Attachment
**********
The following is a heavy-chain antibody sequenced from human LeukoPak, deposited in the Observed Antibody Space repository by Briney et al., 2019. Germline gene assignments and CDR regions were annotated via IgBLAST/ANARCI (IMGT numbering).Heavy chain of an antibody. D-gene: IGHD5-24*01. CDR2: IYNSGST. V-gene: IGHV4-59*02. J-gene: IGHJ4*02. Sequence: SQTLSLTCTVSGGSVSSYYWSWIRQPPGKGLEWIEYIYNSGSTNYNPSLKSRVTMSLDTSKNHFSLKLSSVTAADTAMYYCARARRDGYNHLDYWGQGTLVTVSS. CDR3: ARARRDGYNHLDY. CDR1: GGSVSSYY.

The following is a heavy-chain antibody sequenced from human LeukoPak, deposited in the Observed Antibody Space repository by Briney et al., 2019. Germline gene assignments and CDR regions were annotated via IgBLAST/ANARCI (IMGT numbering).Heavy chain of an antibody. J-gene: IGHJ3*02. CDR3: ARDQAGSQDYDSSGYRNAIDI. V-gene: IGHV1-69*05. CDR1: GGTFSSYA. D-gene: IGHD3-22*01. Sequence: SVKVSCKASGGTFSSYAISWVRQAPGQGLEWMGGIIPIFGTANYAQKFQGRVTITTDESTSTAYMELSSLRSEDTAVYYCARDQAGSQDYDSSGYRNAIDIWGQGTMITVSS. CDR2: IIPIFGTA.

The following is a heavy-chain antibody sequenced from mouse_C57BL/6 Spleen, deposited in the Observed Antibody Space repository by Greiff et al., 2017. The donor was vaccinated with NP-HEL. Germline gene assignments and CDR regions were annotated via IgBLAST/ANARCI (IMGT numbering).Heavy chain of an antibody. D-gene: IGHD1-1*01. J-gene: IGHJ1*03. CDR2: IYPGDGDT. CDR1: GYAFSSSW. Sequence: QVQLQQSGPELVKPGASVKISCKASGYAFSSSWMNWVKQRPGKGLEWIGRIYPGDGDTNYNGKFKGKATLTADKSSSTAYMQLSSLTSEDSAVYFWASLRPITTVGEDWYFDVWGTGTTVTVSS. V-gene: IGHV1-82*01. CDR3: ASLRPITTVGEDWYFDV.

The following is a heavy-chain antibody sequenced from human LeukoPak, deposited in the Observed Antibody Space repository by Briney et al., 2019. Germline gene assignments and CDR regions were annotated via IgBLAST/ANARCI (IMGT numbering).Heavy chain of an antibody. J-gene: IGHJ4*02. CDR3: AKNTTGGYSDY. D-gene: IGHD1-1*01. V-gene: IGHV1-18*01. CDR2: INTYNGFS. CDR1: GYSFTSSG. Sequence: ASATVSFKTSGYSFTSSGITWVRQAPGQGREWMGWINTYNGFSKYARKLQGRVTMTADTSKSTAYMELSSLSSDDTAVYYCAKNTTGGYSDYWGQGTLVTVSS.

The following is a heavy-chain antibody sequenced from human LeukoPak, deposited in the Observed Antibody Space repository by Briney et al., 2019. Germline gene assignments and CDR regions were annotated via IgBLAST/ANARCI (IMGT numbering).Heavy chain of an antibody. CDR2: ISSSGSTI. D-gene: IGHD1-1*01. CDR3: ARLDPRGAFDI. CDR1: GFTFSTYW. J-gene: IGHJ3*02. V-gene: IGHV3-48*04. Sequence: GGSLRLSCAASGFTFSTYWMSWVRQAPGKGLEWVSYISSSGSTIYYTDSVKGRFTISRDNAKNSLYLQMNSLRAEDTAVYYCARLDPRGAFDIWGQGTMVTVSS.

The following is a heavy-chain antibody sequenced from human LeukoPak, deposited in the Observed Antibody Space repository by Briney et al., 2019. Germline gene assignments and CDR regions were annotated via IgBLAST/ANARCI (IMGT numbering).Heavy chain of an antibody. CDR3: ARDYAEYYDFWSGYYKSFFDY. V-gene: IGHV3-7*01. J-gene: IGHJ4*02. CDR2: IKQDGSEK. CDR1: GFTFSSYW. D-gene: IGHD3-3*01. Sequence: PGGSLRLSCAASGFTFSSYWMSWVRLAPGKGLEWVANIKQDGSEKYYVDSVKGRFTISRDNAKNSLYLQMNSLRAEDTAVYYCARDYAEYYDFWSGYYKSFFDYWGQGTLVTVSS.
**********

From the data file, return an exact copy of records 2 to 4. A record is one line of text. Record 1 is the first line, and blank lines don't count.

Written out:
The following is a heavy-chain antibody sequenced from human LeukoPak, deposited in the Observed Antibody Space repository by Briney et al., 2019. Germline gene assignments and CDR regions were annotated via IgBLAST/ANARCI (IMGT numbering).Heavy chain of an antibody. J-gene: IGHJ3*02. CDR3: ARDQAGSQDYDSSGYRNAIDI. V-gene: IGHV1-69*05. CDR1: GGTFSSYA. D-gene: IGHD3-22*01. Sequence: SVKVSCKASGGTFSSYAISWVRQAPGQGLEWMGGIIPIFGTANYAQKFQGRVTITTDESTSTAYMELSSLRSEDTAVYYCARDQAGSQDYDSSGYRNAIDIWGQGTMITVSS. CDR2: IIPIFGTA.

The following is a heavy-chain antibody sequenced from mouse_C57BL/6 Spleen, deposited in the Observed Antibody Space repository by Greiff et al., 2017. The donor was vaccinated with NP-HEL. Germline gene assignments and CDR regions were annotated via IgBLAST/ANARCI (IMGT numbering).Heavy chain of an antibody. D-gene: IGHD1-1*01. J-gene: IGHJ1*03. CDR2: IYPGDGDT. CDR1: GYAFSSSW. Sequence: QVQLQQSGPELVKPGASVKISCKASGYAFSSSWMNWVKQRPGKGLEWIGRIYPGDGDTNYNGKFKGKATLTADKSSSTAYMQLSSLTSEDSAVYFWASLRPITTVGEDWYFDVWGTGTTVTVSS. V-gene: IGHV1-82*01. CDR3: ASLRPITTVGEDWYFDV.

The following is a heavy-chain antibody sequenced from human LeukoPak, deposited in the Observed Antibody Space repository by Briney et al., 2019. Germline gene assignments and CDR regions were annotated via IgBLAST/ANARCI (IMGT numbering).Heavy chain of an antibody. J-gene: IGHJ4*02. CDR3: AKNTTGGYSDY. D-gene: IGHD1-1*01. V-gene: IGHV1-18*01. CDR2: INTYNGFS. CDR1: GYSFTSSG. Sequence: ASATVSFKTSGYSFTSSGITWVRQAPGQGREWMGWINTYNGFSKYARKLQGRVTMTADTSKSTAYMELSSLSSDDTAVYYCAKNTTGGYSDYWGQGTLVTVSS.